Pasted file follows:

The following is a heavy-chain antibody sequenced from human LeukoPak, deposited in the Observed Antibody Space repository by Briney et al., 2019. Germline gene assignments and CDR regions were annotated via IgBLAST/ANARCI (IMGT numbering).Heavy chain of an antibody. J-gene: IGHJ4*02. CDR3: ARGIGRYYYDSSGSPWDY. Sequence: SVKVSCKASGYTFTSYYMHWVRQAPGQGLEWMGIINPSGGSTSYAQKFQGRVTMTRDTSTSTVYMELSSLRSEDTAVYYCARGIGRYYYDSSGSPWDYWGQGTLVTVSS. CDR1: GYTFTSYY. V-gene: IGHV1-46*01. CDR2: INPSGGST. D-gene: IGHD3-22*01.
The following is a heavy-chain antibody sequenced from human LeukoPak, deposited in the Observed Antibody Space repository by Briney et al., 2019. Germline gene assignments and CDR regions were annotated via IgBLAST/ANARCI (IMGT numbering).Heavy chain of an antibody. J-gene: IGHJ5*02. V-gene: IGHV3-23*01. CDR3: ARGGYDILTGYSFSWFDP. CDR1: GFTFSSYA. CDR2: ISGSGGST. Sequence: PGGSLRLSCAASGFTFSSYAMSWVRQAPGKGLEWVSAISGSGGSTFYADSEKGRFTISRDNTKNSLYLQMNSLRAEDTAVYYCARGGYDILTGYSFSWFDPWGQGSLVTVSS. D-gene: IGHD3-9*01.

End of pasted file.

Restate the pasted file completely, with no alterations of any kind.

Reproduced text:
The following is a heavy-chain antibody sequenced from human LeukoPak, deposited in the Observed Antibody Space repository by Briney et al., 2019. Germline gene assignments and CDR regions were annotated via IgBLAST/ANARCI (IMGT numbering).Heavy chain of an antibody. J-gene: IGHJ4*02. CDR3: ARGIGRYYYDSSGSPWDY. Sequence: SVKVSCKASGYTFTSYYMHWVRQAPGQGLEWMGIINPSGGSTSYAQKFQGRVTMTRDTSTSTVYMELSSLRSEDTAVYYCARGIGRYYYDSSGSPWDYWGQGTLVTVSS. CDR1: GYTFTSYY. V-gene: IGHV1-46*01. CDR2: INPSGGST. D-gene: IGHD3-22*01.
The following is a heavy-chain antibody sequenced from human LeukoPak, deposited in the Observed Antibody Space repository by Briney et al., 2019. Germline gene assignments and CDR regions were annotated via IgBLAST/ANARCI (IMGT numbering).Heavy chain of an antibody. J-gene: IGHJ5*02. V-gene: IGHV3-23*01. CDR3: ARGGYDILTGYSFSWFDP. CDR1: GFTFSSYA. CDR2: ISGSGGST. Sequence: PGGSLRLSCAASGFTFSSYAMSWVRQAPGKGLEWVSAISGSGGSTFYADSEKGRFTISRDNTKNSLYLQMNSLRAEDTAVYYCARGGYDILTGYSFSWFDPWGQGSLVTVSS. D-gene: IGHD3-9*01.